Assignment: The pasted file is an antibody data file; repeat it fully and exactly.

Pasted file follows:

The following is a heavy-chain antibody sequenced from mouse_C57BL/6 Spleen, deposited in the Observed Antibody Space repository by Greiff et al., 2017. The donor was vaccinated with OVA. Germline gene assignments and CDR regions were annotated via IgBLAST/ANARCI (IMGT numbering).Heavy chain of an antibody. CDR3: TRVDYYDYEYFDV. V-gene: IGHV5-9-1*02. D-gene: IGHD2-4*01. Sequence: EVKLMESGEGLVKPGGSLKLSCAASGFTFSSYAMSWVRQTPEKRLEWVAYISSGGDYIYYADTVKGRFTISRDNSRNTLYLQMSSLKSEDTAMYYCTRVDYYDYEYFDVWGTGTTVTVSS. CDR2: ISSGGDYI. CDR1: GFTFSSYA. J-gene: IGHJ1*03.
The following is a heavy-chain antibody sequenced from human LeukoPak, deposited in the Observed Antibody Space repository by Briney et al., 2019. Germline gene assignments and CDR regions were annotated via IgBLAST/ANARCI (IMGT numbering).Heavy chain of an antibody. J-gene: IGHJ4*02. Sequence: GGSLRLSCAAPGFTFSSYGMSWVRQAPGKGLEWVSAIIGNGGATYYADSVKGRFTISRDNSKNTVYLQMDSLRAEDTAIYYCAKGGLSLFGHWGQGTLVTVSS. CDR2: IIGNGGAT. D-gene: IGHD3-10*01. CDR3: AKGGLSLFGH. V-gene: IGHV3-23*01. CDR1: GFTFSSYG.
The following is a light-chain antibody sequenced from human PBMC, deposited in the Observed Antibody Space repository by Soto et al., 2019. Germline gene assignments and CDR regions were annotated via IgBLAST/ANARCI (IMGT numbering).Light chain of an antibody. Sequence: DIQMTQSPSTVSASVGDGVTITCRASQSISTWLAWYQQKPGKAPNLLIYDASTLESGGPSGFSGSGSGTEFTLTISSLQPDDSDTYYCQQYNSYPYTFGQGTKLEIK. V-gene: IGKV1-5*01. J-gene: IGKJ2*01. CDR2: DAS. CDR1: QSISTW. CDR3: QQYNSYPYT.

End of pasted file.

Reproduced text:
The following is a heavy-chain antibody sequenced from mouse_C57BL/6 Spleen, deposited in the Observed Antibody Space repository by Greiff et al., 2017. The donor was vaccinated with OVA. Germline gene assignments and CDR regions were annotated via IgBLAST/ANARCI (IMGT numbering).Heavy chain of an antibody. CDR3: TRVDYYDYEYFDV. V-gene: IGHV5-9-1*02. D-gene: IGHD2-4*01. Sequence: EVKLMESGEGLVKPGGSLKLSCAASGFTFSSYAMSWVRQTPEKRLEWVAYISSGGDYIYYADTVKGRFTISRDNSRNTLYLQMSSLKSEDTAMYYCTRVDYYDYEYFDVWGTGTTVTVSS. CDR2: ISSGGDYI. CDR1: GFTFSSYA. J-gene: IGHJ1*03.
The following is a heavy-chain antibody sequenced from human LeukoPak, deposited in the Observed Antibody Space repository by Briney et al., 2019. Germline gene assignments and CDR regions were annotated via IgBLAST/ANARCI (IMGT numbering).Heavy chain of an antibody. J-gene: IGHJ4*02. Sequence: GGSLRLSCAAPGFTFSSYGMSWVRQAPGKGLEWVSAIIGNGGATYYADSVKGRFTISRDNSKNTVYLQMDSLRAEDTAIYYCAKGGLSLFGHWGQGTLVTVSS. CDR2: IIGNGGAT. D-gene: IGHD3-10*01. CDR3: AKGGLSLFGH. V-gene: IGHV3-23*01. CDR1: GFTFSSYG.
The following is a light-chain antibody sequenced from human PBMC, deposited in the Observed Antibody Space repository by Soto et al., 2019. Germline gene assignments and CDR regions were annotated via IgBLAST/ANARCI (IMGT numbering).Light chain of an antibody. Sequence: DIQMTQSPSTVSASVGDGVTITCRASQSISTWLAWYQQKPGKAPNLLIYDASTLESGGPSGFSGSGSGTEFTLTISSLQPDDSDTYYCQQYNSYPYTFGQGTKLEIK. V-gene: IGKV1-5*01. J-gene: IGKJ2*01. CDR2: DAS. CDR1: QSISTW. CDR3: QQYNSYPYT.